So far our attention has been given to rituals of liturgical and historic churches. But modern Protestantism is more and more leaning to liturgical forms, either for constant use or for certain occasions. Protestant "orders of service" offer no great difference in typographic treatment from services in the Book of Common Prayer, except that they very often introduce the names of those taking part in them, composers of the music, the words of hymns, or anthems that are sung.  The prayers, being extempore, cannot be printed, and for that reason these "orders of service" lean toward the form of programs, and the endeavor should be to avoid this as much as possible. As far as feasible, everything that can be ascertained beforehand should be printed in full, and the names of those taking part in the service should be as inconspicuous as possible and grouped on a separate page. Decoration should be omitted, and, above all, the indiscriminate use of crosses avoided. Further than this it is not possible to give any very detailed directions, as each service is a problem in itself. In general, what is said should be made of the first, and who says it of secondary, importance.
A wise lady of my acquaintance once remarked that although moral laws were clear, simple, and explicit, the cases to which they could be applied in their entirety were few; and she added that this was because the circumstances or situations to which they were applicable were in themselves often confused and complex. I am reminded of this dictum in connection with our subject, for while it seems simple to say that all directions in a liturgy should be rubricated and all else printed in black, along with the understanding of a difference between liturgy and rubrics there must be some knowledge of the particular liturgy in question, as it is used. This knowledge demands some further acquaintance with the theological views implied or expressed therein, and I doubt whether a printer unfamiliar with the ritual of the historic communions could acceptably print services for them. Certain theological views lead to certain acts; and these acts have to be expressed by certain words used in certain ways, and these words and ways have to be fostered, or at least not impeded, by the typography that presents them. Nor are rules for rubrication, etc., simple from another point of view: they cannot always be pushed to an absolutely logical conclusion without doing violence to the appearance and convenience of the book when in use. So while such systems are of very general application, there are "exceptional exceptions," and one must know when these are allowable. The following axioms may be of practical use to persons to whose lot it falls to prepare for printing, or to print, liturgical work.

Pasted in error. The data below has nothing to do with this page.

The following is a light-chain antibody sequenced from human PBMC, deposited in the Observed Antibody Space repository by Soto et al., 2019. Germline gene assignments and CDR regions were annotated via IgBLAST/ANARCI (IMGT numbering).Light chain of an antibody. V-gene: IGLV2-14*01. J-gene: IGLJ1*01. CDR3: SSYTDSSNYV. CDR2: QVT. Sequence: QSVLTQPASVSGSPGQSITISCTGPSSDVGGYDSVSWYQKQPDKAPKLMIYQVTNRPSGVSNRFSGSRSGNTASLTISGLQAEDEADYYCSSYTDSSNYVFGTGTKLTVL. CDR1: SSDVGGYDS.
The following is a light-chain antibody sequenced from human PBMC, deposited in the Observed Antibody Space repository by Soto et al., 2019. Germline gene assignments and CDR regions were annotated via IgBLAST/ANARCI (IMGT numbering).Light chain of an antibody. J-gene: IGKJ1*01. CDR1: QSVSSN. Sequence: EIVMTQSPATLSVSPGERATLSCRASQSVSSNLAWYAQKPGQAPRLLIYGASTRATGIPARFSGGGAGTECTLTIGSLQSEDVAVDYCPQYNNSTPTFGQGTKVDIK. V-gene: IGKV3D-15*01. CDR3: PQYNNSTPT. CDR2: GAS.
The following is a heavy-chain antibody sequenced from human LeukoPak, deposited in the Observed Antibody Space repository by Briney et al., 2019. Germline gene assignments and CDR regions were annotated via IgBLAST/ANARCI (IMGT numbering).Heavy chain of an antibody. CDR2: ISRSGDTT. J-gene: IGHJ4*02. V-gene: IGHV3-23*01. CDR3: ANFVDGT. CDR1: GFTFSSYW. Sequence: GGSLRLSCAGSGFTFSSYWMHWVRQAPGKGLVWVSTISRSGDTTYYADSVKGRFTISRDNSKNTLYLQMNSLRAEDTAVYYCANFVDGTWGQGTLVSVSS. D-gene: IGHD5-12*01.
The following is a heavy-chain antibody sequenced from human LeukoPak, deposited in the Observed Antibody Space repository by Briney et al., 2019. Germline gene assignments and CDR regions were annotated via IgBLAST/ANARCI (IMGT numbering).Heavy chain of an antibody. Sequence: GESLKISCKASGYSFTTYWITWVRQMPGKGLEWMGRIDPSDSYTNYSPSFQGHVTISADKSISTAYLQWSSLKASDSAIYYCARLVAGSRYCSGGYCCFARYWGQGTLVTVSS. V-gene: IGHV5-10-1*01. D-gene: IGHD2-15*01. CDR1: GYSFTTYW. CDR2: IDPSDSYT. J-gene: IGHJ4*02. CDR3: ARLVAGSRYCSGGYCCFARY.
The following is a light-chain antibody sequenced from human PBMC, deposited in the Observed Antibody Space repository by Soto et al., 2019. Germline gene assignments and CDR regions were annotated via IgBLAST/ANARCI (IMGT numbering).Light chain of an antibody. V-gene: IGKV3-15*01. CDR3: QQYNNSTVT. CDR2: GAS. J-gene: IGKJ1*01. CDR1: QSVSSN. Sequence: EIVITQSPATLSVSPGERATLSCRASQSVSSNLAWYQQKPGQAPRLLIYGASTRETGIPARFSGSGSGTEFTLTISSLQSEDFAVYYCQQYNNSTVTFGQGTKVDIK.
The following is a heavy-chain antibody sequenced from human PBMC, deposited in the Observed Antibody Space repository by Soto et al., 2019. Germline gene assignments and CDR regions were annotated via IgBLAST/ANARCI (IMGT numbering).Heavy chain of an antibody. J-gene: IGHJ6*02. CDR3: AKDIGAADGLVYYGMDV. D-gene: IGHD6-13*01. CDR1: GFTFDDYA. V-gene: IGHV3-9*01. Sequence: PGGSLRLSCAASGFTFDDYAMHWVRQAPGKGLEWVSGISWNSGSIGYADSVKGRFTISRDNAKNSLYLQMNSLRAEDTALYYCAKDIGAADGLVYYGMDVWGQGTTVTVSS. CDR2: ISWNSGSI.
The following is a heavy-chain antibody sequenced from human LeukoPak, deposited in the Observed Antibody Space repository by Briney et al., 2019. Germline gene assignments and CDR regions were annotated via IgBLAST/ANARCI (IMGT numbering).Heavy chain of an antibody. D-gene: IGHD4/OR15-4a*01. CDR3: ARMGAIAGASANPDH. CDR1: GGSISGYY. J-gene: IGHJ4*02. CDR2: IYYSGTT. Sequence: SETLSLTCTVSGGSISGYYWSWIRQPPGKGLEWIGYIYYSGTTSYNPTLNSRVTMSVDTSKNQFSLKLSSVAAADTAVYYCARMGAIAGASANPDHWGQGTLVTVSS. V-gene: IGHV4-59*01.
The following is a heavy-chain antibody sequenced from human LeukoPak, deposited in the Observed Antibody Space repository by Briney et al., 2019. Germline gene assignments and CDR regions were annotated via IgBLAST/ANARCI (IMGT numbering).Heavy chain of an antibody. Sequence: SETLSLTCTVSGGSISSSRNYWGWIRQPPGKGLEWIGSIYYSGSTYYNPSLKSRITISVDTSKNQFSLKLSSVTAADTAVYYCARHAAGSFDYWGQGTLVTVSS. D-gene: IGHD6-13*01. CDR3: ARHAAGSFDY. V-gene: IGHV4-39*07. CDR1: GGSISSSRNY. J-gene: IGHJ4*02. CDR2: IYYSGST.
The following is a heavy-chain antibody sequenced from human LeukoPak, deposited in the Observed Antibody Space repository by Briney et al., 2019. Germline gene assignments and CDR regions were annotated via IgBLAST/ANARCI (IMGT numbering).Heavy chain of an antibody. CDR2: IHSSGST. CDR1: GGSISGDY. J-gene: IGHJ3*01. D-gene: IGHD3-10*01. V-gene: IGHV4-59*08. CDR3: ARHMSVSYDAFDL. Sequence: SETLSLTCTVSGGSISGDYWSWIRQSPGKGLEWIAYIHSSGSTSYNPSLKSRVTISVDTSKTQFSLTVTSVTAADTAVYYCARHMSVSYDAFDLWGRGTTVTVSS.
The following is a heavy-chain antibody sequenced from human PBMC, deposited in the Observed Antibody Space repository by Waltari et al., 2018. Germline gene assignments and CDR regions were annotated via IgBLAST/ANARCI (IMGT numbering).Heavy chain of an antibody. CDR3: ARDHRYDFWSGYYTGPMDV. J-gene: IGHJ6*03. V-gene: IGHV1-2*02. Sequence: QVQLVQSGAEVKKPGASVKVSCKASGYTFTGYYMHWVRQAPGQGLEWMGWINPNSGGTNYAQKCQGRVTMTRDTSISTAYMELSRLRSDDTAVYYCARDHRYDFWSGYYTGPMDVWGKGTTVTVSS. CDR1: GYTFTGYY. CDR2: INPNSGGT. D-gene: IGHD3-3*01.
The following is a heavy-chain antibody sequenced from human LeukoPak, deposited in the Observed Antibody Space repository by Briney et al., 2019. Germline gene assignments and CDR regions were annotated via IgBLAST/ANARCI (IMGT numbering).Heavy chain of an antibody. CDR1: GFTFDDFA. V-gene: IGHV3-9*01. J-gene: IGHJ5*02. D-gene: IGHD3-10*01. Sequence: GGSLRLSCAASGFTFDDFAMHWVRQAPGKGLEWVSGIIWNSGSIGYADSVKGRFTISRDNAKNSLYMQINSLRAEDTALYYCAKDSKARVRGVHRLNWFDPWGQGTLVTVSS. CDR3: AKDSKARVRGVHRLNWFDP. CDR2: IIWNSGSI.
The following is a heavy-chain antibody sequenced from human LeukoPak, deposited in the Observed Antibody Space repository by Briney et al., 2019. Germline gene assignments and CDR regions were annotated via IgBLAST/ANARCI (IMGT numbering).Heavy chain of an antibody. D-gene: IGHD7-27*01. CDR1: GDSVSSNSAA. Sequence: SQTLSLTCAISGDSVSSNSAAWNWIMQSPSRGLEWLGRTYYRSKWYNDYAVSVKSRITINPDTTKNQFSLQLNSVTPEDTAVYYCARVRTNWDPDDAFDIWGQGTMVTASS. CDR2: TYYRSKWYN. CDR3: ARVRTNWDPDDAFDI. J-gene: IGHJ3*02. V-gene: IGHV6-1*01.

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Here these notes on liturgical printing end. So little of a practical nature has been written in English on the subject that they may be a slight contribution to a codification of the rules applying to it. In an age when there seem to be more questions than answers, it may be asked what need there is of such minute rules at all. But in this instance there is an answer. It was made by St. Paul when he said to the Church at Corinth, "Let all things be done decently and in order."
[Please observe that it is possible to return to the footnote number in the text by clicking on the left-arrow button at the end of each note.]
I am indebted to Mr. A. Yarmolinsky of the New York Public Library for this reference and for the titles of the two modern books referred to and information regarding them.
A very fine book of this sort containing the magnificent liturgies of St. James, St. Basil, and St. Chrysostom, in Greek, with a Latin translation, was printed by Morel of Paris, in 1560, in one color, from the Royal Greek types, the rubrics in these Greek liturgies being distinguished by a small Greek character justified into the lines of text, and by a tiny italic in the Latin translation. A feature, also, of the Latin versions is the printing of the words Sacerdos, Diaconus, Populus, in spaced capitals, above the text, much as if they were speakers in a drama.